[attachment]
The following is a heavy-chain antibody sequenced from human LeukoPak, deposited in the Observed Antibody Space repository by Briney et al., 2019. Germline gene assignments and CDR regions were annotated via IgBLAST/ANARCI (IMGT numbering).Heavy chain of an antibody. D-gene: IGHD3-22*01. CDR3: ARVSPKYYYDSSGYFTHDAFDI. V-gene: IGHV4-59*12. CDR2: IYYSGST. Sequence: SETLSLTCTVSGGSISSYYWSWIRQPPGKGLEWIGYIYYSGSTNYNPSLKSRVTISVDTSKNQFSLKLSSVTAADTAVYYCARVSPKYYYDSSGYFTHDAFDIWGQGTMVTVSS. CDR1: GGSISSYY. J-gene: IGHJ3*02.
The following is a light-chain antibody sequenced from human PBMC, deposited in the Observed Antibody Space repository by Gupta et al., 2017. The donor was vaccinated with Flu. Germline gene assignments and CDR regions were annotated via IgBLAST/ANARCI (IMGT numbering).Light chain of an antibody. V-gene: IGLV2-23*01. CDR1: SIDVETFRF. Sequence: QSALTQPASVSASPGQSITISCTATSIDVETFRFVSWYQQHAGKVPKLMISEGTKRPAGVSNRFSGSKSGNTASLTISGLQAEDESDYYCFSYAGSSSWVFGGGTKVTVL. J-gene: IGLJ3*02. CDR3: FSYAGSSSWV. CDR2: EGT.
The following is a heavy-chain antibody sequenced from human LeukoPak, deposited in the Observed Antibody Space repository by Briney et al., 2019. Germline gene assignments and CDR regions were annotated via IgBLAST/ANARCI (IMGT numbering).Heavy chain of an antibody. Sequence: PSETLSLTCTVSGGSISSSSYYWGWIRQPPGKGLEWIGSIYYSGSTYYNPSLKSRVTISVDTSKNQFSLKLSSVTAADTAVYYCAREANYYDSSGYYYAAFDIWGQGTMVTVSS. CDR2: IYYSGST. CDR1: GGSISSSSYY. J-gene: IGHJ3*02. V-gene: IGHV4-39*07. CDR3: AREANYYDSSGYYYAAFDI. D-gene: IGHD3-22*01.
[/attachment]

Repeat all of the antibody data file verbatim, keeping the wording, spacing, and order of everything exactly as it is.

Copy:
The following is a heavy-chain antibody sequenced from human LeukoPak, deposited in the Observed Antibody Space repository by Briney et al., 2019. Germline gene assignments and CDR regions were annotated via IgBLAST/ANARCI (IMGT numbering).Heavy chain of an antibody. D-gene: IGHD3-22*01. CDR3: ARVSPKYYYDSSGYFTHDAFDI. V-gene: IGHV4-59*12. CDR2: IYYSGST. Sequence: SETLSLTCTVSGGSISSYYWSWIRQPPGKGLEWIGYIYYSGSTNYNPSLKSRVTISVDTSKNQFSLKLSSVTAADTAVYYCARVSPKYYYDSSGYFTHDAFDIWGQGTMVTVSS. CDR1: GGSISSYY. J-gene: IGHJ3*02.
The following is a light-chain antibody sequenced from human PBMC, deposited in the Observed Antibody Space repository by Gupta et al., 2017. The donor was vaccinated with Flu. Germline gene assignments and CDR regions were annotated via IgBLAST/ANARCI (IMGT numbering).Light chain of an antibody. V-gene: IGLV2-23*01. CDR1: SIDVETFRF. Sequence: QSALTQPASVSASPGQSITISCTATSIDVETFRFVSWYQQHAGKVPKLMISEGTKRPAGVSNRFSGSKSGNTASLTISGLQAEDESDYYCFSYAGSSSWVFGGGTKVTVL. J-gene: IGLJ3*02. CDR3: FSYAGSSSWV. CDR2: EGT.
The following is a heavy-chain antibody sequenced from human LeukoPak, deposited in the Observed Antibody Space repository by Briney et al., 2019. Germline gene assignments and CDR regions were annotated via IgBLAST/ANARCI (IMGT numbering).Heavy chain of an antibody. Sequence: PSETLSLTCTVSGGSISSSSYYWGWIRQPPGKGLEWIGSIYYSGSTYYNPSLKSRVTISVDTSKNQFSLKLSSVTAADTAVYYCAREANYYDSSGYYYAAFDIWGQGTMVTVSS. CDR2: IYYSGST. CDR1: GGSISSSSYY. J-gene: IGHJ3*02. V-gene: IGHV4-39*07. CDR3: AREANYYDSSGYYYAAFDI. D-gene: IGHD3-22*01.